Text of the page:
How the perception of unfair economic inequality leads to civic unrest
Why are there not more mass demonstrations across the United States with a president as controversial as Donald Trump? The President's thoughts, tariffs, and tweets affect global economies, societies, and sensibilities. Amid all the anger, frustration, and unfairness felt by large sections of the American public, the lack of street demonstrations is surprising.
In "The Deprivation-Protest Paradox: How the Perception of Unfair Economic Inequality Leads to Civic Unrest," published in the December issue of Current Anthropology, Séamus Power illustrates how the tipping point at which tolerance for hardship and injustice turns into civic discontent in the form of street demonstrations could be reached and how it might be closer than it seems.
Power's article describes how the Irish people tolerated economic hardship following the collapse of the Great Recession, but counterintuitively began protesting during a recovery which was unequally felt after a new tax on water was introduced. But there's nothing particularly Irish about the Irish case.
Danny Dorling of Oxford University argues that suppressed, denigrated, or ignored voices build disgruntlement and breed frustration. Symbols can embody injustices (Wagoner, Aalborg University) and technology can spread these images (Jindra, Boston University). But it is comparison by comparing your lot in life with those of other groups, and perceiving that you are disadvantaged, that leads to anger and the possibility of protest. This finding explains why there were mass protests on Irish streets during an economic upturn: people expected to reap the benefits of an improving economy. But it was the rich, not the rest, who disproportionately benefitted from the upturn. A new water tax added insult to injury. Mike Norton and Serena Hegarty from Harvard Business School summarize the premise when they stated, "While periods of austerity may cause hardship, heightened awareness of inequality in the restoration period—and the shifting reference points that recovery engenders—can lead to the strongest reactions from citizens."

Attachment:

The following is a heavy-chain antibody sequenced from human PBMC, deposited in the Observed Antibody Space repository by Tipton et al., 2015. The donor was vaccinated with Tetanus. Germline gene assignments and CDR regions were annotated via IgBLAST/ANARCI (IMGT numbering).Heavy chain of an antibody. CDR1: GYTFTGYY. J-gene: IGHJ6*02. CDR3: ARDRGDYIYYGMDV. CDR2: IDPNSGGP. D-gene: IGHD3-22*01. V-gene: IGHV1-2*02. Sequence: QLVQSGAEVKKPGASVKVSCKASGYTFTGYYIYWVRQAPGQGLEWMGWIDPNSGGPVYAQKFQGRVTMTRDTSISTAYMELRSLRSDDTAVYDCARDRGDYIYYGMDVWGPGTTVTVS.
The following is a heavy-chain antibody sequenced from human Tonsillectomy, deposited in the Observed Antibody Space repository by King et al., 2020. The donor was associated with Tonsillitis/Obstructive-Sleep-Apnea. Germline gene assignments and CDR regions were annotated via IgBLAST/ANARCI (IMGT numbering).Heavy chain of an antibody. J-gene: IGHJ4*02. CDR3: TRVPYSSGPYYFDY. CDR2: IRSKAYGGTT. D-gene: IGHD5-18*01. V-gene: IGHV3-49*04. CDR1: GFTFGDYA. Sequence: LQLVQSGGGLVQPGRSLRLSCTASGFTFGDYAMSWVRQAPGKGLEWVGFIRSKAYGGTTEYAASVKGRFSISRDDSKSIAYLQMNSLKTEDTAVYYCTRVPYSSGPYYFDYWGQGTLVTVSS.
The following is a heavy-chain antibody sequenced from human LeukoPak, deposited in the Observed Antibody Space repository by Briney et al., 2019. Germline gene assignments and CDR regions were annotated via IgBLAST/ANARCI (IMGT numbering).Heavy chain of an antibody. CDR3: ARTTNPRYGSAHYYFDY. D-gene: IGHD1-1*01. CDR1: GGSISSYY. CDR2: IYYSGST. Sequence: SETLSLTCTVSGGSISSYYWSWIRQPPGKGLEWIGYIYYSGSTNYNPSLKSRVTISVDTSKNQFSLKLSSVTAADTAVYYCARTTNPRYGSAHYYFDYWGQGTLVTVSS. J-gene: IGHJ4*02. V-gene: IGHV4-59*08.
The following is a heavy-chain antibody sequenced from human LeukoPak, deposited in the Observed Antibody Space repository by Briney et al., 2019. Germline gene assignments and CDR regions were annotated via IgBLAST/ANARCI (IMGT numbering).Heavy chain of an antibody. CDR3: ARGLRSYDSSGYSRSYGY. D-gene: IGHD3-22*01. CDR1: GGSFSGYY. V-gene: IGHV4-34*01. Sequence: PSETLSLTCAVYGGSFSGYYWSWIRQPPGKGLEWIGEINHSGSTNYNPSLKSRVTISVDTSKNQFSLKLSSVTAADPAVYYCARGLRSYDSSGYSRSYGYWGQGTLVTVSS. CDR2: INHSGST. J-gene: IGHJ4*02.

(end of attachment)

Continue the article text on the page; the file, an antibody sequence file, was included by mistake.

The lessons for the United States are stark: the perception of unfair economic growth can lead to mass demonstrations. Trump gained supporters during his presidential race by highlighting workers in the Rust Belt who got left behind during Obama's recovery. People expect to reap the benefits of voting for him, meaning they expect to benefit from economic growth. But the recent closure of manufacturing plants, and the resultant loss of jobs, can be the tinder for popular demonstrations against the president. In addition to prevalent and widespread sense of anger from many sectors of the population, the growing disgruntlement of voters who supported Trump, only to see their expectations and perceptions of fairness violated as economic promises are broken, can push towards the tipping point of civic discontent and mass protests.
It is not just objective economic conditions, but people's subjective understandings of them, that matter. This might seem paradoxical. But history of filled with these paradoxes. People take to the streets when the gap between their expectations and lived realities becomes too great. In the United States, as in Ireland, the surprising lack of street demonstrations does not mean there isn't tinder that is ready to ignite.